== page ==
bulence of a youth of genius is not indeed quite forgotten, but it is hinted with stately reserve. Jupiter serenely throned upon Olympus forgets that he was once a rebel with the Titans.

When we come to know the real facts, we see that the Autobiography does not so much misstate as understate ; we, who can “read between the lines,” perceive that it errs more from want of sharpness of relief and precision of detail than from positive misrepresentation. Controlled by contemporary evidence, it furnishes one great source for the story of the early years ; and I greatly regret there is not more contemporary evidence to furnish more details.

For the later period, besides the mass of printed testimony in shape of Letters, Memoirs, Reminiscences, etc., I have endeavoured to get at the truth by consulting those who lived under the same roof with him, those who lived in friendly intercourse with him, and those who have made his life and works a special study. I have sought to acquire and to reproduce a definite image of the living man, and not simply of the man as he appeared in all the reticences of print. For this purpose I have controlled and completed the testimonies of print by means of papers which have never seen the light, and papers which in all probability never will see the light—by means of personal corroboration, and the many slight details which are gathered from far and wide when one is alive to every scrap of authentic information and can see its significance ; and thus comparing testimony with testimony, completing what was learned yesterday by something learned today, not unfrequently helped to one passage by details furnished from half a dozen quarters, I have formed the conclusions which appear in this work. In this difficult, and sometimes delicate task, I hope it will be apparent that I have been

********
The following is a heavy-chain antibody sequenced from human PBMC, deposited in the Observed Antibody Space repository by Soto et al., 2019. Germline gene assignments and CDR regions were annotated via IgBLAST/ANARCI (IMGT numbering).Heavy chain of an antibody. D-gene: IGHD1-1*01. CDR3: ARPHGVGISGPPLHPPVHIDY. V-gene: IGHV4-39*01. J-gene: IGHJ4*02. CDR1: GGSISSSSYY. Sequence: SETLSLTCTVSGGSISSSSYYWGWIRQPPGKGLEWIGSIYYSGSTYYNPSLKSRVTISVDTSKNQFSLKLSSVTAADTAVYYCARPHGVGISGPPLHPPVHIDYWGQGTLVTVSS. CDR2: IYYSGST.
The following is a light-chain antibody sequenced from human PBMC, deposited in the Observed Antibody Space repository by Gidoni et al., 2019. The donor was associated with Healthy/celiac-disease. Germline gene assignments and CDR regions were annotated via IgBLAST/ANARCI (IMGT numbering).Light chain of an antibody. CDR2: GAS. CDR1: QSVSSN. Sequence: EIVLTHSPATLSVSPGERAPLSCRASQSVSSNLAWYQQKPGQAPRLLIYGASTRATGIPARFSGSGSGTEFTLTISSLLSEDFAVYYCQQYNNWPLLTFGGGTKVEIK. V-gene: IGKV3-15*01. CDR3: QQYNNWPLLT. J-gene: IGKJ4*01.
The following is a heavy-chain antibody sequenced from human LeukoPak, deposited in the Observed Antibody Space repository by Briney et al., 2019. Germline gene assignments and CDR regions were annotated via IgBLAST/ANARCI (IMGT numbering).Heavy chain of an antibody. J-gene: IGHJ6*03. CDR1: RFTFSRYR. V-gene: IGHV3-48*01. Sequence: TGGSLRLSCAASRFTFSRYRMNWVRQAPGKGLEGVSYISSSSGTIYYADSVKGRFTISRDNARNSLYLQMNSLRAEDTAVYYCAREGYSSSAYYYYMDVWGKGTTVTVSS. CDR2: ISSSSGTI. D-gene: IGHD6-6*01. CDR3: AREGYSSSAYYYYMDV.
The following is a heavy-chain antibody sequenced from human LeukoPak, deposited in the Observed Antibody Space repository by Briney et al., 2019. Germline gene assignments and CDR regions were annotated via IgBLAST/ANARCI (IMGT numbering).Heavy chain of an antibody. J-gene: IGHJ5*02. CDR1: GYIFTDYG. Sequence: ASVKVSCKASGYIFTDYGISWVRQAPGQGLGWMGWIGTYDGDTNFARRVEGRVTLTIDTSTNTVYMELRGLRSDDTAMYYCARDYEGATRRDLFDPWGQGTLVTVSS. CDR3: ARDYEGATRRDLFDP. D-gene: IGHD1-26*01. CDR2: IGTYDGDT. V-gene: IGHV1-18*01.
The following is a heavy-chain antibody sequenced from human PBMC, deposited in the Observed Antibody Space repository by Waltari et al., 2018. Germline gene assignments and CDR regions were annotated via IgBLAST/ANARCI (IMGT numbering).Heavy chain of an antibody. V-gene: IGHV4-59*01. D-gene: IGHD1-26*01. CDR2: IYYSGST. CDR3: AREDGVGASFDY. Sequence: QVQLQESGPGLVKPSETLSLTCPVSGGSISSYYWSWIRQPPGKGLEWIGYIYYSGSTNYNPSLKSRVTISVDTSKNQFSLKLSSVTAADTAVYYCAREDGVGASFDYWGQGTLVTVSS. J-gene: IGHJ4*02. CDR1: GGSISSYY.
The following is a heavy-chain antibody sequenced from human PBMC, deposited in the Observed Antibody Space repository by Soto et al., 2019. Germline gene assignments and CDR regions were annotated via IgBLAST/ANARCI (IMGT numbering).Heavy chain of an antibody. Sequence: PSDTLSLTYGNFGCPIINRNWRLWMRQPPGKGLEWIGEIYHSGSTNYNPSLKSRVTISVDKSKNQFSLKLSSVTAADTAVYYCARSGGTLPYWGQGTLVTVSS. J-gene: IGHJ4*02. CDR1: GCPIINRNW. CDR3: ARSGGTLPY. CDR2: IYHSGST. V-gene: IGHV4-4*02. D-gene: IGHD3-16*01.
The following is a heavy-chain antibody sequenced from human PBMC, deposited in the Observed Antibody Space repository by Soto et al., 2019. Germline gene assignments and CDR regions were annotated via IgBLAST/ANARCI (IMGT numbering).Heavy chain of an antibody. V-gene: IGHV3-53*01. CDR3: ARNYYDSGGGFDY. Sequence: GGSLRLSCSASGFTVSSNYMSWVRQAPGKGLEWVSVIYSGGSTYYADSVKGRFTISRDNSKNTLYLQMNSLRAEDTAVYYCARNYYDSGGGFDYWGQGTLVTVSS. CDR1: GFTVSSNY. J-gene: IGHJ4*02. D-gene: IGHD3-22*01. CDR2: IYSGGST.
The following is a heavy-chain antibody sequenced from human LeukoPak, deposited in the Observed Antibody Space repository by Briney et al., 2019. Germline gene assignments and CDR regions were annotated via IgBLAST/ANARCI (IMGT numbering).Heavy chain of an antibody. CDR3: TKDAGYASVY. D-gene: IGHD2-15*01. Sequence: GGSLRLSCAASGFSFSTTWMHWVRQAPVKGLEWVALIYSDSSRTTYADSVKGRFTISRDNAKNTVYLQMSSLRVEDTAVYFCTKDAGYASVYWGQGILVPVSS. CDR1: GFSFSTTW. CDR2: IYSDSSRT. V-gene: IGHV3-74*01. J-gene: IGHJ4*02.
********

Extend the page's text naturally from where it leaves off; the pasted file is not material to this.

guided by the desire to get at the truth, having no cause to serve, no partisanship to mislead me, no personal connexion to trammel my judgment. It will be seen that I neither deny, nor attempt to slur over, points which may tell against my hero. The man is too great and too good to forfeit our love, because on some points he may incur blame. Considerable

space has been allotted to analyses and criticisms of Goethe's works ; just as in the life of a great Captain, much space is necessarily occupied by his campaigns. By these analyses I have tried to be of service to the student of German literature, as well as to those who do not read German ; and throughout it will be seen that pains have not been spared to make the reader feel at home in this foreign land.

The scientific writings have been treated with what proportionately may seem great length ; and this, partly because science filled a large portion of Goethe's life; partly, because, even in Germany, there was nothing like a full exposition of his aims and achievements in this direction.

The Priory, North Bank, Regent's Park.

November 1863.